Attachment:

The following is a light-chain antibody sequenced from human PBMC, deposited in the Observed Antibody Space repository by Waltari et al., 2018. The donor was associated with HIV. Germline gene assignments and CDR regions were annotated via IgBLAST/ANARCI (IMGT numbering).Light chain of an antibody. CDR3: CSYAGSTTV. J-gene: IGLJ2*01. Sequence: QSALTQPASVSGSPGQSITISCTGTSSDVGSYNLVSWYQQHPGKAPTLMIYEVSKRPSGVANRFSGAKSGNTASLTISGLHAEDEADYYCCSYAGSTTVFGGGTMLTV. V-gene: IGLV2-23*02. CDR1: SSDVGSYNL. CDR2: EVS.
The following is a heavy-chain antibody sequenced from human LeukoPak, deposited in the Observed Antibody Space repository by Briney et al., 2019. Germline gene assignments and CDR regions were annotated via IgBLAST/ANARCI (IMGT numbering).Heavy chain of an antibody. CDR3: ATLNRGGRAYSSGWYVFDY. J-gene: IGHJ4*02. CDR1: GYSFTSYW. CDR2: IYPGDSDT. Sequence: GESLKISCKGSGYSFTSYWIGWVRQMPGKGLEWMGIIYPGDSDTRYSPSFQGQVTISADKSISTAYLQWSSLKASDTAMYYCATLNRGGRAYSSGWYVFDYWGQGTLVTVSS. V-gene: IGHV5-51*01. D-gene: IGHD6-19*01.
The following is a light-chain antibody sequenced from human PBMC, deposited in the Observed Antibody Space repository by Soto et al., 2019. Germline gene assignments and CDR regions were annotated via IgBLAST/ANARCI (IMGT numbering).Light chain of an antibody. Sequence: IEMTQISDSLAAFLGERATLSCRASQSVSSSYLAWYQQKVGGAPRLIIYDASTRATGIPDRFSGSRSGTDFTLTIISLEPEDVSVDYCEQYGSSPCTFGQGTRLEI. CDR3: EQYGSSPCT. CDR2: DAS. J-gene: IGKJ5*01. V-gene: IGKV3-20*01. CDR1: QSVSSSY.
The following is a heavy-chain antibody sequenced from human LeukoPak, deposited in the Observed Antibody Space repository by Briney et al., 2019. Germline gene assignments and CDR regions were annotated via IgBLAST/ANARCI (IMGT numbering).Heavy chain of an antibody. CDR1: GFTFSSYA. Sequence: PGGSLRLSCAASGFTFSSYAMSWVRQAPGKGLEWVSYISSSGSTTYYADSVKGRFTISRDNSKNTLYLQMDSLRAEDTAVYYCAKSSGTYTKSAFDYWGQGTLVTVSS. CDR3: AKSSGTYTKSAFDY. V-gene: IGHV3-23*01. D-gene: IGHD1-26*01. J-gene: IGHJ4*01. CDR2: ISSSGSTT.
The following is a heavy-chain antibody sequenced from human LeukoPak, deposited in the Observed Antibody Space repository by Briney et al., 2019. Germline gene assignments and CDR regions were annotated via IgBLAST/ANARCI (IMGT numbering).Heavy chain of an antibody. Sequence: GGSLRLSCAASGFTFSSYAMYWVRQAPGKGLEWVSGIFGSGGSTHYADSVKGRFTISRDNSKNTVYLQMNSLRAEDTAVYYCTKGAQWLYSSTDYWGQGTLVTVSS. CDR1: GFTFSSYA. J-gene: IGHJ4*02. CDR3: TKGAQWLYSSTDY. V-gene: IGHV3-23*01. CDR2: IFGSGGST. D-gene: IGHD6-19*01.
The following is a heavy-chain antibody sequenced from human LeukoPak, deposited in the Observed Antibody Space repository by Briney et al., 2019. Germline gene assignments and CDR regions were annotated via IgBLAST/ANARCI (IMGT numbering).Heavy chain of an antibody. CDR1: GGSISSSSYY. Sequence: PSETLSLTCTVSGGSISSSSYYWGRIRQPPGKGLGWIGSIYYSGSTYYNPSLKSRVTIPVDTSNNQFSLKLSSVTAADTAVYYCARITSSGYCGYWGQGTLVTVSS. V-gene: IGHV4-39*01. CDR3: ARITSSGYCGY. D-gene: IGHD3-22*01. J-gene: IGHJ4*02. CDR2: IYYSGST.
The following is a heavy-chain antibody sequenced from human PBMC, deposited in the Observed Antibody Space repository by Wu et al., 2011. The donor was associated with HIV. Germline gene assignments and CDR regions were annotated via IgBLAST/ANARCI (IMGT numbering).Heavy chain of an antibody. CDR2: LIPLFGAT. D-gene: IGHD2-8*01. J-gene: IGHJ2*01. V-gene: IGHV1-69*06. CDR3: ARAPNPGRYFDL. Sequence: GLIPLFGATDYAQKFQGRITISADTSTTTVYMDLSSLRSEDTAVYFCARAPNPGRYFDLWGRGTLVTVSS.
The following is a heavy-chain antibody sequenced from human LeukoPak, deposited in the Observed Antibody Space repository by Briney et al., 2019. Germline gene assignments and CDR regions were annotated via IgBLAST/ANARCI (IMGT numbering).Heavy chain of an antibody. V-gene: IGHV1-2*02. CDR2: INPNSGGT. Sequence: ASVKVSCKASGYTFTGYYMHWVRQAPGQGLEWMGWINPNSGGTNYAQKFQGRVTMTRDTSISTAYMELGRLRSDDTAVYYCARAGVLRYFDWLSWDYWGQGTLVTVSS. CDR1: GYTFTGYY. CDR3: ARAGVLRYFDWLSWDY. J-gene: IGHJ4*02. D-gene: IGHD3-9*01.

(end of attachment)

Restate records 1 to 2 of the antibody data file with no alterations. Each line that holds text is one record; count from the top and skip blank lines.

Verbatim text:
The following is a light-chain antibody sequenced from human PBMC, deposited in the Observed Antibody Space repository by Waltari et al., 2018. The donor was associated with HIV. Germline gene assignments and CDR regions were annotated via IgBLAST/ANARCI (IMGT numbering).Light chain of an antibody. CDR3: CSYAGSTTV. J-gene: IGLJ2*01. Sequence: QSALTQPASVSGSPGQSITISCTGTSSDVGSYNLVSWYQQHPGKAPTLMIYEVSKRPSGVANRFSGAKSGNTASLTISGLHAEDEADYYCCSYAGSTTVFGGGTMLTV. V-gene: IGLV2-23*02. CDR1: SSDVGSYNL. CDR2: EVS.
The following is a heavy-chain antibody sequenced from human LeukoPak, deposited in the Observed Antibody Space repository by Briney et al., 2019. Germline gene assignments and CDR regions were annotated via IgBLAST/ANARCI (IMGT numbering).Heavy chain of an antibody. CDR3: ATLNRGGRAYSSGWYVFDY. J-gene: IGHJ4*02. CDR1: GYSFTSYW. CDR2: IYPGDSDT. Sequence: GESLKISCKGSGYSFTSYWIGWVRQMPGKGLEWMGIIYPGDSDTRYSPSFQGQVTISADKSISTAYLQWSSLKASDTAMYYCATLNRGGRAYSSGWYVFDYWGQGTLVTVSS. V-gene: IGHV5-51*01. D-gene: IGHD6-19*01.